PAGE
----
We all dream of a wealthy retirement. Luxury holidays in the Greek Islands, Mediterranean cruises, golf trips with old friends... It sounds pretty good, doesn't it? It certainly sounds better than counting your pennies every week on the State Pension. Yet, is this kind of lifestyle achievable for the average person?
Actually, it is. Having said that, it won't happen automatically. To retire wealthy, you need to be smart with your retirement savings. More specifically, there are two key money moves that you need to make as soon as possible if you want to become wealthy.
Step 1. Get out of cash
The first key move is to ditch your cash savings. OK, not all of your cashing savings. As I explained recently, it's important to have some cash available for emergencies, as life has an annoying habit of throwing up financial surprises.
Yet, as a long-term savings tool, cash is pretty much useless. The reason I say this is that money held in cash, at current low-interest rates of around 1%, is actually losing value over time.
You see, inflation -- the slow increase in the prices of goods and services over time -- will destroy your wealth over time if you're not careful. You don't notice inflation on a day-to-day basis but, over time, it adds up and can have a devastating effect on your wealth. For example, when I first moved to London in 2005, a weekly zone 1-2 travelcard cost £21. Today, 13 years later, that same travelcard costs £34. In other words, the price of travelling around London has risen by almost 4% per year.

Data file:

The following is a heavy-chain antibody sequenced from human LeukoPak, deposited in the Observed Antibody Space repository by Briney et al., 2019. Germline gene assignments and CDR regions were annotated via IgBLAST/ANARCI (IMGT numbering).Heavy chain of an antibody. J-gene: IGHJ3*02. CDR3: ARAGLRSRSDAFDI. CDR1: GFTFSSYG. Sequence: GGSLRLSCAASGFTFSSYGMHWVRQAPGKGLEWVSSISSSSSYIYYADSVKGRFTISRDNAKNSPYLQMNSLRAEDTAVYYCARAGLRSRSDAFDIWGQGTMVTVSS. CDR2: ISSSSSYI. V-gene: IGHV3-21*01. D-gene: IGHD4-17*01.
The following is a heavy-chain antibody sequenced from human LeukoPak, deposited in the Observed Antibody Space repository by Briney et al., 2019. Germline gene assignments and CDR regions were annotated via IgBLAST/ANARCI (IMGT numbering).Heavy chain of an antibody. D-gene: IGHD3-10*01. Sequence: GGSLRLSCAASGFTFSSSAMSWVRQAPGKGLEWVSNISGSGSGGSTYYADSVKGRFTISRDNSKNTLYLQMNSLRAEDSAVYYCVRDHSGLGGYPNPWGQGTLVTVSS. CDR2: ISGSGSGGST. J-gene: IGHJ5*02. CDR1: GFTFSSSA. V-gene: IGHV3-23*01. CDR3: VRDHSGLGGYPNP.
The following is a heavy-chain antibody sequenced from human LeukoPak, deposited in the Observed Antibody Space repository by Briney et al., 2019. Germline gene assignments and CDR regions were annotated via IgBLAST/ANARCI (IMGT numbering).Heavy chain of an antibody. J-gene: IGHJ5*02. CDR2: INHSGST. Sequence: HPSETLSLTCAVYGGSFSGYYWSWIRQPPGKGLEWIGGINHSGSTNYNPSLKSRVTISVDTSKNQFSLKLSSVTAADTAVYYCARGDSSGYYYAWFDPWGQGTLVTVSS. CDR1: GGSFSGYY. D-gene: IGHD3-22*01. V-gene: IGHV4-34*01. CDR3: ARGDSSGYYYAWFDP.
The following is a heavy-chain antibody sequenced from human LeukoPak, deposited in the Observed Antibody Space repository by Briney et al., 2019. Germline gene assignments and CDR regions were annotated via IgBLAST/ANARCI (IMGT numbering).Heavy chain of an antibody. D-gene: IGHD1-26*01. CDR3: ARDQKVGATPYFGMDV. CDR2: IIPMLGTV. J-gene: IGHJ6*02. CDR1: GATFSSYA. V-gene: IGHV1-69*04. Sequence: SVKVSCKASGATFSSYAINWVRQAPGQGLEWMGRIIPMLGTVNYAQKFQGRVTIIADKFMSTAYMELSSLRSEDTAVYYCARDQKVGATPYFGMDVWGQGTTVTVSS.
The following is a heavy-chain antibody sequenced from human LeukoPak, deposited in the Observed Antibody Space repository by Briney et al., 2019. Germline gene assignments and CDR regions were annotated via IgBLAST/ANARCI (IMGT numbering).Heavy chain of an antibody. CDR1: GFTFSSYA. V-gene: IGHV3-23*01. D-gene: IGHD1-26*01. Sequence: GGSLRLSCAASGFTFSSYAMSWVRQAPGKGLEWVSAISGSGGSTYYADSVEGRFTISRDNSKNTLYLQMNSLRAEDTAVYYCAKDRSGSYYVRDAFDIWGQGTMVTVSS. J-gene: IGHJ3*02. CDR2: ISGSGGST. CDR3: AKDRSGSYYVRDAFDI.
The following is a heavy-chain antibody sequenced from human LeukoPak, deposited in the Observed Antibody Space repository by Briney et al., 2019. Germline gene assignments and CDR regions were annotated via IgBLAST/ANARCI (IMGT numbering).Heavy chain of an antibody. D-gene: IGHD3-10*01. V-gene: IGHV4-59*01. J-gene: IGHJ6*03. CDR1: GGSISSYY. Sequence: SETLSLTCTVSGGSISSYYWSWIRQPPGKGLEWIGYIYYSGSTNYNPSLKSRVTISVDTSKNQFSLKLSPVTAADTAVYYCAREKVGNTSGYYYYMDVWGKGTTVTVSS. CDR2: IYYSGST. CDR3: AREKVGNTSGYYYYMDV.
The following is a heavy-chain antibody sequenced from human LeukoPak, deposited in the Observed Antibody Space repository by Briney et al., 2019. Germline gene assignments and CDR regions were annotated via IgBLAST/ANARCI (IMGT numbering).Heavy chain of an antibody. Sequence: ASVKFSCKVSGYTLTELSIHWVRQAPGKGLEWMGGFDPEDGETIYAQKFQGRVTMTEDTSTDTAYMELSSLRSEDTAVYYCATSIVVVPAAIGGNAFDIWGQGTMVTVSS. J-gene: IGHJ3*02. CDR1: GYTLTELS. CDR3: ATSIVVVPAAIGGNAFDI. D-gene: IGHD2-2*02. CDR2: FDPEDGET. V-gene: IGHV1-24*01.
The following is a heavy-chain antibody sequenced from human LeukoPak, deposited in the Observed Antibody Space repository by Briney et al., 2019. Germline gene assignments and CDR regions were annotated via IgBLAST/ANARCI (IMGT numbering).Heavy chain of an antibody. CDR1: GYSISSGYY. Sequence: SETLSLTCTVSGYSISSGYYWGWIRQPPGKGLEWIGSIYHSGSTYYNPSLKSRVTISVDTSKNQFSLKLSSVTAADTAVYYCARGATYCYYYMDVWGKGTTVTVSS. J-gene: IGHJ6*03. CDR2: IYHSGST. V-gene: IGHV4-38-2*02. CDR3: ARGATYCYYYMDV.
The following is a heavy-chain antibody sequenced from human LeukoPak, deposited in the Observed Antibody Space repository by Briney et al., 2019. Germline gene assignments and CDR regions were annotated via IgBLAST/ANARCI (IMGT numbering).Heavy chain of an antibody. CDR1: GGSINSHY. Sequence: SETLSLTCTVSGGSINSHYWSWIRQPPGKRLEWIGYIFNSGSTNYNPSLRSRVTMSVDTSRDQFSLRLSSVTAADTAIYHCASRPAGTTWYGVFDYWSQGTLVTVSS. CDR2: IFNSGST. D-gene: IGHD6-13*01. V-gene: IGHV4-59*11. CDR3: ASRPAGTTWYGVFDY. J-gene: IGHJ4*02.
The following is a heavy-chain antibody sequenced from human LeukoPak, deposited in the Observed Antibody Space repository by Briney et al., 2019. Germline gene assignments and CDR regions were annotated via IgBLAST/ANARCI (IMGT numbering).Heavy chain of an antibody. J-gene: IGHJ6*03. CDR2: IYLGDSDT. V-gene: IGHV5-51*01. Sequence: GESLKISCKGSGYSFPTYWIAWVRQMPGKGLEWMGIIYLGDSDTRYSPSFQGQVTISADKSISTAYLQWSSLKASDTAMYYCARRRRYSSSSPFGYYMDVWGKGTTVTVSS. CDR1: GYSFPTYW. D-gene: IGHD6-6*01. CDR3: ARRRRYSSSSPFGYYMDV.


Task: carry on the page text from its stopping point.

So, you may think that you're growing your money at 1% per year if it's held in a savings account, but realistically, when you consider the effects of inflation, you're actually going backwards. Leave your money in cash savings earning 1% for 10, 20, or 30 years, and you'll find out down the line that you're actually able to afford fewer things than you can buy today with that money.
Step 2. Invest in growth assets and reinvest your earnings
The next thing that you need to do if you want to retire wealthy is to invest your money in a diversified portfolio of growth assets. I'm talking about investments such as shares, mutual funds, investment trusts and exchange-traded funds (ETFs).
You'll also want to reinvest your gains every year because it's the power of compounding -- earning interest on your interest -- that will really propel your savings over time.
Over the long term, these kinds of assets are likely to boost your wealth considerably. For example, analysts at Hargreaves Lansdown last year found that had you invested £10,000 in the FTSE 100 index (the stock market index that tracks the largest 100 companies in the UK) on 31 August 1987, and reinvested your dividends every year for 30 years, your capital would have grown to around £106,000. That's a healthy annual return of 8.2% per year on average, which is far higher than average inflation rates.
Of course, when it comes to growth assets, past performance is no guarantee of future performance. However, the chances are that growth assets will provide you with a decent return on your money in the long run if you reinvest your earnings. And that, ultimately, is the secret to retiring wealthy.
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